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Showing posts from September, 2015

“Innocent Round Trip” Exception Not Applicable to Violation of 18 U.S.C. § 2423(b)

In United States v. Schneider, Nos. 12-1145 and 13-1491, 2015 WL 5235131 (3dCir., Sept. 9, 2015), Defendant was charged with one count of traveling in foreign commerce for the purpose of engaging in illicit sexual conduct with a minor, in violation of 18 U.S.C. § 2423(b) (2000), and one count of transporting an individual in foreign commerce with the intent that such individual engage in illegal sexual activity, in violation of 18 U.S.C. § 2421 (2000).
Defendant was an American attorney and philanthropist who initiated a sexual relationship with an underaged ballet dancer from Russia whom he sponsored. Defendant met the young dancer when he was 12 years old. By the time the dancer was 14 years old, he and Defendant were living together in Moscow. Defendant and the young ballet dancer traveled between the United States and Russia twice to allow the young dancer to study ballet. Eventually, the dancer’s family learned about the relationship and filed a civil suit against Defendant in 200…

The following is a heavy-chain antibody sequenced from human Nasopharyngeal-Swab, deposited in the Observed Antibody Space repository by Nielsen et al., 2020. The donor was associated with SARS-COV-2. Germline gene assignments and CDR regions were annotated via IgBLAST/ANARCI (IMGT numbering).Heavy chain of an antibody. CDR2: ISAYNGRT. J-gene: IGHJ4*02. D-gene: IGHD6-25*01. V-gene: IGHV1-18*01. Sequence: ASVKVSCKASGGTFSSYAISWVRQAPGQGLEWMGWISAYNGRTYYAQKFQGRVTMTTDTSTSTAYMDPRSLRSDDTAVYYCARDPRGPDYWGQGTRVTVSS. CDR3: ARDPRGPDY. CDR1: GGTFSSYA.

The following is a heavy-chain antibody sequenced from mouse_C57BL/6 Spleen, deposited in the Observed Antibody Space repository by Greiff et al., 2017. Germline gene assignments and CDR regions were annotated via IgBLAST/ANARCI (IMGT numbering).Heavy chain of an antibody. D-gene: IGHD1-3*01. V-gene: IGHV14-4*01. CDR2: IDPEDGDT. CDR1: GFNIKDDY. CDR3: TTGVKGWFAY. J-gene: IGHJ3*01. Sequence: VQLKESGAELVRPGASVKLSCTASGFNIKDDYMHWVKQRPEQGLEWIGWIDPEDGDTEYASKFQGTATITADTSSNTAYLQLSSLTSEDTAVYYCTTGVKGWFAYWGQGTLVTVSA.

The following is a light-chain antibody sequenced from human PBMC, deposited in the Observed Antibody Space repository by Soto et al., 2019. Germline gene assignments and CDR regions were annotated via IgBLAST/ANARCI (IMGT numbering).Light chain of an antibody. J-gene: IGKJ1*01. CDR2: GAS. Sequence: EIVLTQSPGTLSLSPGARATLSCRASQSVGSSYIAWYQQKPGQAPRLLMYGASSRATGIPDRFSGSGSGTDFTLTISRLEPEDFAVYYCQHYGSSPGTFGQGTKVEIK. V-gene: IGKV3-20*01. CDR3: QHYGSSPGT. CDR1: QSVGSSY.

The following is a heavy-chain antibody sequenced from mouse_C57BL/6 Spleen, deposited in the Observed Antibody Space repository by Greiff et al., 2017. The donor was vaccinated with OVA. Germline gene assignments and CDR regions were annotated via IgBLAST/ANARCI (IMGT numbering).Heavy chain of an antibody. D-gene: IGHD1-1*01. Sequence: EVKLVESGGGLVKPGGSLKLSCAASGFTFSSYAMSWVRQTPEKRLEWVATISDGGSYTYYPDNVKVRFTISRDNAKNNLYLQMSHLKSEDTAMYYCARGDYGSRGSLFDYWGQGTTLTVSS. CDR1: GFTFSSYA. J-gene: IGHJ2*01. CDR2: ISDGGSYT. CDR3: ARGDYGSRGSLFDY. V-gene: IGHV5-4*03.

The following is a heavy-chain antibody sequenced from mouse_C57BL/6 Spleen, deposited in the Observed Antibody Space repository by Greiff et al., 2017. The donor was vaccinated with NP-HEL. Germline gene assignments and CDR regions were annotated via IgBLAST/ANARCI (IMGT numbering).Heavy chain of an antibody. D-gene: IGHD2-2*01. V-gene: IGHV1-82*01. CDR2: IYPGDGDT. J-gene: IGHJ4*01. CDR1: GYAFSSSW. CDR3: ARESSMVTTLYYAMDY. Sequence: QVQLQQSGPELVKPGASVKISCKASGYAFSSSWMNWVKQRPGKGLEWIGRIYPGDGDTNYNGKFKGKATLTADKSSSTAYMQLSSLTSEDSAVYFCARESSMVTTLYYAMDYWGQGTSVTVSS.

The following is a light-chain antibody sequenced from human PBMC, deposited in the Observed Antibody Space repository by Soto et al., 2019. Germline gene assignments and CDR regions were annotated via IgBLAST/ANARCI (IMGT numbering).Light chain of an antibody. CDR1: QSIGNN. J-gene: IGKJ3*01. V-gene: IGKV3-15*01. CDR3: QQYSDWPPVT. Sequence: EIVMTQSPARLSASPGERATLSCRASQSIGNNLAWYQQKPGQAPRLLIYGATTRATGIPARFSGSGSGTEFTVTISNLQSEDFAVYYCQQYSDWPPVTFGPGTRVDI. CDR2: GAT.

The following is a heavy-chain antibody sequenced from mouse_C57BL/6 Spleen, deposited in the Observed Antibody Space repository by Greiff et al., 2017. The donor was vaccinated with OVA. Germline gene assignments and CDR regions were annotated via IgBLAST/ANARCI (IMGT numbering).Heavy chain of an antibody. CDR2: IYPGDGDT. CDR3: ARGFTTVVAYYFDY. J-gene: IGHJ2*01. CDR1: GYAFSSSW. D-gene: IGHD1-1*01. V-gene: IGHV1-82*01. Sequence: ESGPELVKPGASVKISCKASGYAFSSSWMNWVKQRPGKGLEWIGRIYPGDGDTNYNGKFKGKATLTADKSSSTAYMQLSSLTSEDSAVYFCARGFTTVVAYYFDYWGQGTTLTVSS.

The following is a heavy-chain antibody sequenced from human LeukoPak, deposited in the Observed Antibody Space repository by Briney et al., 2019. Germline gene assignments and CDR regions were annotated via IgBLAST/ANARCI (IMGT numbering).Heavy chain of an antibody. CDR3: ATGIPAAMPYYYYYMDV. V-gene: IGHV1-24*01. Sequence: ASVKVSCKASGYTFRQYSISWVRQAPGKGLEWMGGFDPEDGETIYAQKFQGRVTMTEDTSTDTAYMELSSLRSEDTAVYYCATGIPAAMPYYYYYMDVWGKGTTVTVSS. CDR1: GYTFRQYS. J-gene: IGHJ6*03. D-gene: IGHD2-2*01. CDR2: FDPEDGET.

Court examines White v. Woodall, reaffirms grant of habeas relief due to Bruton violation.

Washington v. Secretary, No. 12-2883, 2015 WL 5103330 (3d Cir. Sept. 1, 2015),
In an opinion by Judge Fisher, the panel reaffirms its earlier decision granting habeas relief because of a Bruton violation.At Washington's trial, the prosecution introduced a statement by his codefendant that redacted Washington's name and replaced it with generic terms.One codefendant, Taylor, testified that Washington was the driver, who stayed in the car while two other accomplices entered, shot and killed two store employees, and stole cash from a safe. Taylor claimed Washington entered the store following the shootings and helped remove the cash.Taylor testified at trial and was impeached on cross-examination.Then a detective read a redacted version of the confession of a non-testifying codefendant, Waddy, in which Washington's and a fourth defendant's names were replaced with phrases like "they guy who went into the store" and "the driver."
The district court and t…